Now, some people say this is an ‘intertemporal’ problem – meaning that we the ‘invisible hand’ of capitalism will eventually sort this out. It did when people moved from the farm to the cities and when the car replaced the horse and buggy and when switchboards were manned by machines instead of people. Time and again, people have found new and better employment as the ‘invisible hand’ worked its creative destruction magic. They say that the problem now is just that innovation and technological change is so rapid compared to the past that we can’t keep up. We just need to be patient.

I am not convinced that the ‘invisible hand’ will move fast enough to fix things. And in the meantime, many, many people, displaced by machines, ‘scalability’, automation and economies of scale will look for solutions in political extremism. We need a solution here… and fast.

My view

In the 19th century and early 20th century, many people also had a farm. The standard of living was lower, yes. But, at a minimum, you had some control over where you received shelter and food rather than depending on a third party to be gainfully employed. For most people now, our ability to buy food, shelter and clothing is entirely dependent on third-party employment. So scalability is a threat to our survival.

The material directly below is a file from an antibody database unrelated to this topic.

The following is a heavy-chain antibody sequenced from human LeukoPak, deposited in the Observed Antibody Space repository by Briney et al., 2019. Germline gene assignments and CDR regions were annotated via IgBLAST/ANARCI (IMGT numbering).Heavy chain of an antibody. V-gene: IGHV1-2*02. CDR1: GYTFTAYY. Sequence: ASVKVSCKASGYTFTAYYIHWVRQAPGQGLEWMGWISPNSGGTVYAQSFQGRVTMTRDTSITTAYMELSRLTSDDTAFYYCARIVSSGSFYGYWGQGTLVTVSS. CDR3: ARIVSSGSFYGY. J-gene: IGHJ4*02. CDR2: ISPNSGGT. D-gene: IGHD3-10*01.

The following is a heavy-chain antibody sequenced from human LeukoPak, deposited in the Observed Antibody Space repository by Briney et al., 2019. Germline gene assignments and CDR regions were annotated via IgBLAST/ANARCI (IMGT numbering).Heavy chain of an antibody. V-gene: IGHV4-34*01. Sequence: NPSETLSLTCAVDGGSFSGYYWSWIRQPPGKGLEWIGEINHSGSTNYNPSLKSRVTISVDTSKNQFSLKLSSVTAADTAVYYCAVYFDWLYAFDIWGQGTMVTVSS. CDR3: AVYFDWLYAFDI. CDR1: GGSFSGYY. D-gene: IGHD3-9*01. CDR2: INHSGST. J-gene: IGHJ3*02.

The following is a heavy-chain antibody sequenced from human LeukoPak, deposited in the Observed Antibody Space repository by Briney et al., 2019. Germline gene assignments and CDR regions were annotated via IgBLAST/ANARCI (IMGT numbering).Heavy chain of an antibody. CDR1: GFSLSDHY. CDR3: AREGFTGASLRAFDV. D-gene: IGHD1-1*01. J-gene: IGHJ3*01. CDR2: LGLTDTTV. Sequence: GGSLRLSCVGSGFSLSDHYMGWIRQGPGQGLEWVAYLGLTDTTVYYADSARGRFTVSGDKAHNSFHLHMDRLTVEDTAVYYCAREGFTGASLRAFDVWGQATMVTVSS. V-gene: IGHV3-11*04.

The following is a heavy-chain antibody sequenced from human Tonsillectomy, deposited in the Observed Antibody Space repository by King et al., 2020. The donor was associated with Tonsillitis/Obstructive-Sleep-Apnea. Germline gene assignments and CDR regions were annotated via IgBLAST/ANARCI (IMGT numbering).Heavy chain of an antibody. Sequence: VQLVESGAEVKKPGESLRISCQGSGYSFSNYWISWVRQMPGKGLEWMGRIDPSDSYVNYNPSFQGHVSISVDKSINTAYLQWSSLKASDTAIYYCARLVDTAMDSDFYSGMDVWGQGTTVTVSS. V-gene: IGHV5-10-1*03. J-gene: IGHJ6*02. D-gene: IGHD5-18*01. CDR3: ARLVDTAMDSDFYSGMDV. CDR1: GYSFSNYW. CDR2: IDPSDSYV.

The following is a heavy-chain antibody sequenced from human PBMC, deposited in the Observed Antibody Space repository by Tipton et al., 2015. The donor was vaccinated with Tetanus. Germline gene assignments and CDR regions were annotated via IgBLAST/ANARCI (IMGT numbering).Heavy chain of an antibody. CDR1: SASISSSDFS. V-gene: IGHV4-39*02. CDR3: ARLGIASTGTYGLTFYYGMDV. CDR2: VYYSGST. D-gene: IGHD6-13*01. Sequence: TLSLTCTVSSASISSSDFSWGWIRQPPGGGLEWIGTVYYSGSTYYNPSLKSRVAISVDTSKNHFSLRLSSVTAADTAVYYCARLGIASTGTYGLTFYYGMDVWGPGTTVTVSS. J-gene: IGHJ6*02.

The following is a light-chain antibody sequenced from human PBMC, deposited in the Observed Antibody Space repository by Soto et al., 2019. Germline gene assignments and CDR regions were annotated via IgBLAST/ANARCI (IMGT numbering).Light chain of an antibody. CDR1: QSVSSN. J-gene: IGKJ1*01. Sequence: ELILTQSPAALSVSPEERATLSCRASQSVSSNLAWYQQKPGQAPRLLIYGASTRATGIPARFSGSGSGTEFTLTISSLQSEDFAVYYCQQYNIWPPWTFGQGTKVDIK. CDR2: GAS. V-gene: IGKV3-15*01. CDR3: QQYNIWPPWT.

I think this is why people are looking for solutions like Universal Basic Income or the Job Guarantee. I also think this is why politically-speaking socialism has gained adherents, particularly among Millennials and Gen Z. And of course, nationalism is also appealing in this kind of environment.

The longer the pandemic continues and the more social and economic disruption and isolation it causes, the greater these trends will become. What can we do about that? At a minimum, we have to make sure the social safety net is robust. And we have to ensure people feel public health protocols are robust too to prevent a reasonable fear of contracting coronavirus and dying.

Right now, in the US, neither of these policy measures is on display. And to me, that suggests the K-shaped recovery will continue for some time. Let’s hope I’m wrong.